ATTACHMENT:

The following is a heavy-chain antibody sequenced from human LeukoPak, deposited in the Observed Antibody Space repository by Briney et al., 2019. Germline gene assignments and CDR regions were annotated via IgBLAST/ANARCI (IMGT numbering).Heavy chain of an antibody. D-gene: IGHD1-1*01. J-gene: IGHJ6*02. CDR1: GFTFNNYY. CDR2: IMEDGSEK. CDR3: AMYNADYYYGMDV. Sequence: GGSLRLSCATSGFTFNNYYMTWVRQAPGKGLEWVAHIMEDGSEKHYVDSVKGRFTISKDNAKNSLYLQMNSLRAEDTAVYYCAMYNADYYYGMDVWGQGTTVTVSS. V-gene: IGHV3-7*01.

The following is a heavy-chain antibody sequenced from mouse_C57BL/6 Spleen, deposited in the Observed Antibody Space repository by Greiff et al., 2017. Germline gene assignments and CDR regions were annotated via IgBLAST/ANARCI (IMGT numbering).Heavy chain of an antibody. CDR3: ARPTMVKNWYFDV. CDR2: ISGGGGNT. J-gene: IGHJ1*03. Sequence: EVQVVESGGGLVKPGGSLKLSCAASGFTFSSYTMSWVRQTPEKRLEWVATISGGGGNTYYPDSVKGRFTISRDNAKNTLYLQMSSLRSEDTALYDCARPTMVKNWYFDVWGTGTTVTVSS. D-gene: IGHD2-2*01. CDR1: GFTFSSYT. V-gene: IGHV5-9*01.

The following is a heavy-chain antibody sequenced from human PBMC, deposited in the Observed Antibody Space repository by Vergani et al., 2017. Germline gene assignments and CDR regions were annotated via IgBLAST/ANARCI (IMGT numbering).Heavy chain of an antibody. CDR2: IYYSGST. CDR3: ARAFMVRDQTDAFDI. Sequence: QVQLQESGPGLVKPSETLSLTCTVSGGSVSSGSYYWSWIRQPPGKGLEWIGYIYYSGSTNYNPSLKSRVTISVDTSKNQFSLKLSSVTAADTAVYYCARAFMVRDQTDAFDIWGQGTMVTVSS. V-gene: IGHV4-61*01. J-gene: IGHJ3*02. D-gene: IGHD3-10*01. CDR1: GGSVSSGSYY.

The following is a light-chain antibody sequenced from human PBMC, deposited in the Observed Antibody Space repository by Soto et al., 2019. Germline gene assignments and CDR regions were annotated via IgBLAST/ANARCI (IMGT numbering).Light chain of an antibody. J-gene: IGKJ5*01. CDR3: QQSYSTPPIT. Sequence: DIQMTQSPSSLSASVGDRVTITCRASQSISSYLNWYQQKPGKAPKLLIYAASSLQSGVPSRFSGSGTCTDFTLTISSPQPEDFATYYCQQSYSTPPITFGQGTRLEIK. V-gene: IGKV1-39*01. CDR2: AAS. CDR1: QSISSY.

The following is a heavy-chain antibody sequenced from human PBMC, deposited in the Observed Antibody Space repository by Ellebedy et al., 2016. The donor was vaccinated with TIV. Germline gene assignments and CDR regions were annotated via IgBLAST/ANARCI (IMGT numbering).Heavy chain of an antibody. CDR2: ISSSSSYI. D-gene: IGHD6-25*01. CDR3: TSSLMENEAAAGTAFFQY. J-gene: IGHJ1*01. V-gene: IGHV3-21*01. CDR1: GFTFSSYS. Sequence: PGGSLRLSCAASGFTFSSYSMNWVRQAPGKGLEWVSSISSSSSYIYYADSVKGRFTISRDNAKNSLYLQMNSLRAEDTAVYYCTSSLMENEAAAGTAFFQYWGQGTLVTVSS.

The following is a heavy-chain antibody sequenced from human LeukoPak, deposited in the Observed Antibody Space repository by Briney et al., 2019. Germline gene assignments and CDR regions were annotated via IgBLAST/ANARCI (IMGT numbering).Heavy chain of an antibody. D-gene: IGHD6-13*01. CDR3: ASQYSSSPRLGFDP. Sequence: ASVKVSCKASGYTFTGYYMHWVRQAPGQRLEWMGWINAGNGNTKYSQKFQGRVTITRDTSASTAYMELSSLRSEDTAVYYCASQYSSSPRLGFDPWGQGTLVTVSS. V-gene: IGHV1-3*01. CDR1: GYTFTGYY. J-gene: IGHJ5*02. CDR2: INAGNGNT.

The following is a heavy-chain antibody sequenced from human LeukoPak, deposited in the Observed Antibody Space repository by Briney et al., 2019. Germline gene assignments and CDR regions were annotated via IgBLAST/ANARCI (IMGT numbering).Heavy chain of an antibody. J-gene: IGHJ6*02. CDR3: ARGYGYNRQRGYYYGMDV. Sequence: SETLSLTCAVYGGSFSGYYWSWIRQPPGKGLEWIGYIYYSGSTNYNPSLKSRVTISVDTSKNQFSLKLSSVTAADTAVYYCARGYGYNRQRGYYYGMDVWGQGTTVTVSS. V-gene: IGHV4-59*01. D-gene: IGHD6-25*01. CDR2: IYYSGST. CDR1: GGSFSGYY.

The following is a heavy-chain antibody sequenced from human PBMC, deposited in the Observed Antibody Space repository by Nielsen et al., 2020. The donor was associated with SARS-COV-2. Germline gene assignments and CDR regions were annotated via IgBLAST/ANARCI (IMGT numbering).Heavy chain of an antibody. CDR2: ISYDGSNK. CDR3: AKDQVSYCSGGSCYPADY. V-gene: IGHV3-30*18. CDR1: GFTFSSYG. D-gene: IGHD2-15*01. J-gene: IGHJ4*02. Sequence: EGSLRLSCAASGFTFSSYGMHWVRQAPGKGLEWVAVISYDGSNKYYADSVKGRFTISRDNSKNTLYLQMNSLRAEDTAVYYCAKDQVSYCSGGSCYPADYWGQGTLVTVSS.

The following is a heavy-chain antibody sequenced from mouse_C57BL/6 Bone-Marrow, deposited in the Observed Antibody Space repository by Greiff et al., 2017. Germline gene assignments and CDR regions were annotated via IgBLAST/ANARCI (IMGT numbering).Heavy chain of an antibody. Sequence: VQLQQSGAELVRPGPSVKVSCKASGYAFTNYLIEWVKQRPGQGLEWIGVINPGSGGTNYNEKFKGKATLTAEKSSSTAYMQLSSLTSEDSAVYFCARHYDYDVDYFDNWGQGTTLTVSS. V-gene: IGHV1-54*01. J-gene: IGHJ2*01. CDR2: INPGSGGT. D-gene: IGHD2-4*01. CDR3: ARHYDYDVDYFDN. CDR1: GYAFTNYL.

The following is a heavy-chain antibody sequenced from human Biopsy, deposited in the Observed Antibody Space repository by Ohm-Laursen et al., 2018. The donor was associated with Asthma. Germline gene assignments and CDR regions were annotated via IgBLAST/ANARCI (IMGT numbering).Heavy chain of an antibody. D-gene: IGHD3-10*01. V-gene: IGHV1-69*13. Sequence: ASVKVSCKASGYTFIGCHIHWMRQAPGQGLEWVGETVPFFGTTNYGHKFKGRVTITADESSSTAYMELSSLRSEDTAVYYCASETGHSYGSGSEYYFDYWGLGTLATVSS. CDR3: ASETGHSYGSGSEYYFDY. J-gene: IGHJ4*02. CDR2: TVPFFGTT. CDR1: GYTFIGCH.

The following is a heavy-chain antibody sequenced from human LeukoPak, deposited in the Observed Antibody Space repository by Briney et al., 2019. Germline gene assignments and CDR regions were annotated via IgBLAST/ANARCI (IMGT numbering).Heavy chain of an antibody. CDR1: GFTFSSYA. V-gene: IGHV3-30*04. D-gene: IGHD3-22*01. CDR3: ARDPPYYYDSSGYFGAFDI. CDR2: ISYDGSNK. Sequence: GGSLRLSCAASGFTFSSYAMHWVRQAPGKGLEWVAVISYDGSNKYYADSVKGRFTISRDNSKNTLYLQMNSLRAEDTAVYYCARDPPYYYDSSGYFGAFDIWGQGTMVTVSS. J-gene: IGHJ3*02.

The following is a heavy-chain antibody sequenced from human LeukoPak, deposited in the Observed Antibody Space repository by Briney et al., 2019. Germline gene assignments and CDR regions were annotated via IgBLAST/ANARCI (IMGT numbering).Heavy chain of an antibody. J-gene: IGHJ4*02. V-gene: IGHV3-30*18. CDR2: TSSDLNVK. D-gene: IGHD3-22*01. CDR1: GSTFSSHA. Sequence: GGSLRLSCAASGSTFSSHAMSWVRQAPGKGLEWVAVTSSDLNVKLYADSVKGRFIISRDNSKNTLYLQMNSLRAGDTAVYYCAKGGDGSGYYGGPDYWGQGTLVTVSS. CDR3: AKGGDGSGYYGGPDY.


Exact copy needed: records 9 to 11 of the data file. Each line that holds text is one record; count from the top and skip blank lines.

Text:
The following is a heavy-chain antibody sequenced from mouse_C57BL/6 Bone-Marrow, deposited in the Observed Antibody Space repository by Greiff et al., 2017. Germline gene assignments and CDR regions were annotated via IgBLAST/ANARCI (IMGT numbering).Heavy chain of an antibody. Sequence: VQLQQSGAELVRPGPSVKVSCKASGYAFTNYLIEWVKQRPGQGLEWIGVINPGSGGTNYNEKFKGKATLTAEKSSSTAYMQLSSLTSEDSAVYFCARHYDYDVDYFDNWGQGTTLTVSS. V-gene: IGHV1-54*01. J-gene: IGHJ2*01. CDR2: INPGSGGT. D-gene: IGHD2-4*01. CDR3: ARHYDYDVDYFDN. CDR1: GYAFTNYL.

The following is a heavy-chain antibody sequenced from human Biopsy, deposited in the Observed Antibody Space repository by Ohm-Laursen et al., 2018. The donor was associated with Asthma. Germline gene assignments and CDR regions were annotated via IgBLAST/ANARCI (IMGT numbering).Heavy chain of an antibody. D-gene: IGHD3-10*01. V-gene: IGHV1-69*13. Sequence: ASVKVSCKASGYTFIGCHIHWMRQAPGQGLEWVGETVPFFGTTNYGHKFKGRVTITADESSSTAYMELSSLRSEDTAVYYCASETGHSYGSGSEYYFDYWGLGTLATVSS. CDR3: ASETGHSYGSGSEYYFDY. J-gene: IGHJ4*02. CDR2: TVPFFGTT. CDR1: GYTFIGCH.

The following is a heavy-chain antibody sequenced from human LeukoPak, deposited in the Observed Antibody Space repository by Briney et al., 2019. Germline gene assignments and CDR regions were annotated via IgBLAST/ANARCI (IMGT numbering).Heavy chain of an antibody. CDR1: GFTFSSYA. V-gene: IGHV3-30*04. D-gene: IGHD3-22*01. CDR3: ARDPPYYYDSSGYFGAFDI. CDR2: ISYDGSNK. Sequence: GGSLRLSCAASGFTFSSYAMHWVRQAPGKGLEWVAVISYDGSNKYYADSVKGRFTISRDNSKNTLYLQMNSLRAEDTAVYYCARDPPYYYDSSGYFGAFDIWGQGTMVTVSS. J-gene: IGHJ3*02.